About this Toolkit

This toolkit gives young people the opportunity to explore their own attitudes and opinions of online sexual harassment, and to discuss ways to challenge unacceptable online behaviour.

The reporting process is a key theme that runs throughout the toolkit, and the different reporting options are explored and clarified. Opportunities for adaptation and extension are provided for all activities, plus additional information for educators to understand the background of the issues at hand and guidance on discussing these with students. 

Why should young people be taught about online sexual harassment?

  • It's a growing issue Open or Close

    Project deSHAME found that 51% of UK young people aged 13-17 years have seen people sharing nude or nearly nude images of someone they know in the last year. We found 26% of UK young people reported that someone had shared gossip or lies about their sexual behaviour online, and 39% of UK young people have witnessed people setting up a page/group to share sexual gossip or images of their peers.

  • It's not just about sexting Open or Close

    Online sexual harassment covers many different behaviours, with sexting being one out of the many other types. Sexting is an umbrella term and it can take many forms.

    Much of the previous work on this topic has been focussed on the initial sharing of the image, and risks placing the blame on the victim rather than concentrating on the unacceptable behaviour of the person who breached their trust and shared it on.

  • It's not being reported enough Open or Close

    It’s clear that many young people are witnessing or experiencing a wide range of online sexual harassment incidents but not reporting them. Project deSHAME found that 53% of young people said they would ignore online sexual harassment if it happened to them, and only 15% said they would speak to a teacher about it.

How to use this toolkit

  • Refer to the Teaching Guide Open or Close

    To ensure you are fully equipped to deliver these lessons and activities, please familiarise yourself with the background information and advice in the accompanying Teaching Guide.

    This guidance includes:

    • The definition of online sexual harassment.

    • Considerations about your school/setting, your teaching strategy, student’s previous experiences and existing knowledge, your own knowledge and how to engage your students in these topics.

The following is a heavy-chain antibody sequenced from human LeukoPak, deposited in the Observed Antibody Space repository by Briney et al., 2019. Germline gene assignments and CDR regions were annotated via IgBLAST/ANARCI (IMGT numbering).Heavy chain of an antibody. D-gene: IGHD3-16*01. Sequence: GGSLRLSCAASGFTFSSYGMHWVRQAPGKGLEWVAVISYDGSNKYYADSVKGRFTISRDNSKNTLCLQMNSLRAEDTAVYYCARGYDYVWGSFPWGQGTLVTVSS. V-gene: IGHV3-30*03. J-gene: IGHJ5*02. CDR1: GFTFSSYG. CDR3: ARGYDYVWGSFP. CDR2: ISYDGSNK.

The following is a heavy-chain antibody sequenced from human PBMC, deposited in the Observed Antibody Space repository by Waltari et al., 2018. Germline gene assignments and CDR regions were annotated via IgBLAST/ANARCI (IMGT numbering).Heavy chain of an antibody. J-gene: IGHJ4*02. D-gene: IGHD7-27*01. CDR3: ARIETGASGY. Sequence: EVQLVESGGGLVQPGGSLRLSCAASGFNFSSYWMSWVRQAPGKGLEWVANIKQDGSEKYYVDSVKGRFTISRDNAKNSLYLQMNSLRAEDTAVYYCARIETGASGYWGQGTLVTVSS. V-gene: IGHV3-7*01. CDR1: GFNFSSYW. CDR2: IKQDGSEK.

• How to handle disclosures around online sexual harassment.

    • Establishing a safe environment for a high quality lesson.

    • Example letter for parents and carers.

    • A debriefing sheet for students.

    • Information on online sexual harassment and the law.

  • Be aware of suggested timings Open or Close

    Each resource has a suggested timing - lesson plans and the peer led worskop are 1 hour, and the assembly is 30-45 minutes. These timings are suggestions only. You may wish to split up the activities further to allocate more time to each one, if you find your students have lots they want to discuss. It is recommended to space out the activities across a number of days or weeks, rather than deliver all activities on one day or in one short period. This is to allow students time to process the issues discussed, and not feel too overwhelmed.

  • Be conscious of sensitive topics Open or Close

    Please read though the activities beforehand, and use the points in the accompanying Teaching Guide (p.5) to reflect on how these lessons and subject matters may affect those you are teaching.

    The subject matters in this toolkit are based on real-life examples, so may feel particularly pertinent and relevant to some young people. There is a high likelihood some students, or people they know, will have experienced an element of online sexual harassment. To discuss this behaviour in a group of their peers, some of whom will also know about their experiences and may even have played a part, may trigger an emotional response. Be sensitive to the students’ needs and make it clear they can speak to you or any member of staff at any point if they feel uncomfortable.

    Also be aware of the triggering effect these issues may have on yourself or other members of staff. Online sexual harassment, and other offline forms of abuse and harassment can affect anyone. If you feel the topics will affect your emotional well-being, speak to your Senior Leadership Team for support. Detailed advice on preparing to discuss sensitive topics are found on p.5 and p.10 of the Teaching Guide.

  • Understand how to handle possible disclosures Open or Close

    As a result of the issues raised in these activities, it is possible a student may make a disclosure to you about a negative online experience, or that of another student. If this happens, acknowledge the student for doing the right thing by speaking up, and follow your school or setting’s safeguarding procedure as you would for any other type of disclosure. The aim of delivering the activities in this toolkit is to increase reporting of online sexual harassment. Remember, if the number of disclosures made goes up, this is not to say more incidents are happening. It is more likely that the number of incidents remains the same but more students have come forward to report them. This should be seen as a positive step in your school’s strategy to addressing online sexual harassment amongst your student community. Detailed advice on handling disclosures around online sexual harassment is found on p.8 of the Teaching Guide.